A Dramatic ‘Parable’ about Peace

Today’s Scripture: c

12 The next day the great crowd that had come to the festival heard that Jesus was coming to Jerusalem. 13So they took branches of palm trees and went out to meet him, shouting,
‘Hosanna! Blessed is the one who comes in the name of the Lord — the King of Israel!’ (NRSV)

During most of his ministry Jesus was surrounded by crowds. Crowds reached out to touch him that they might be healed. Crowds hung on his words hoping to understand something more about God. Crowds were amazed at his miracles. Their voices cried out to him for help. Crowds gathered around Christ, followed him, listened to him, and hoped that somehow this one who amazed them so much might be the Messiah. In the last week of Christ’s life, crowds played a very prominent part. Let’s look at their reaction to Christ.

During the Passover Feast in Jerusalem, the people from all over Israel came to celebrate this national feast. The Jewish historian, Josephus, estimated that almost three million people crowded the city during this time.

As Jesus entered Jerusalem, the crowds were inspired by him. He came into Jerusalem riding upon a donkey. Crowds threw down palm branches and their outer garments in his pathway. They shouted. “Hosanna to the one who comes in the name of the Lord.” Through this prophetic picture or dramatic parable, Jesus attempted to teach the crowd a lesson about who he was. In ancient times a king, when he was going to war, would ride into battle on a horse.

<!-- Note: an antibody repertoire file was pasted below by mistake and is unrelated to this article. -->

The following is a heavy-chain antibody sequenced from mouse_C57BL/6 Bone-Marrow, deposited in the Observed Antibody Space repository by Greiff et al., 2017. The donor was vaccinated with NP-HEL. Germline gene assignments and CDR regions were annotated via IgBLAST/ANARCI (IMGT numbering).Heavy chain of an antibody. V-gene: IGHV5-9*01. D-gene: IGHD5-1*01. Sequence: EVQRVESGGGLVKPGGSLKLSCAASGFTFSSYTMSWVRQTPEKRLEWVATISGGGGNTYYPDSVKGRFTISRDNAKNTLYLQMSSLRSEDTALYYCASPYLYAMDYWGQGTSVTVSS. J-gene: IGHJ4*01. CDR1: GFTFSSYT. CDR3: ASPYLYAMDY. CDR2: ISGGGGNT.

When a king rode upon a donkey, it was a symbol of peace. In the day of Christ a donkey was not looked upon as a contemptible or amusing animal. It was symbolic of peace. “He that cometh” was a phrase depicting the Messiah. Jesus drew upon the ancient picture from Zechariah and other prophets which depicted the coming of the Messiah upon a lowly beast (Zechariah 9:9). At his coming the crowd shouted: “Hosanna.” Too often we think that their hosanna meant praise to Jesus. But literally the word, “hosanna” meant “save now.” “Save us now,” they cried. “Here comes the king, the Messiah. Save us now.” The crowds were inspired by his presence and hoped that he might be the Messiah. But not all of this admiration turned to adoration. Later it would change to something else—“crucify him!”

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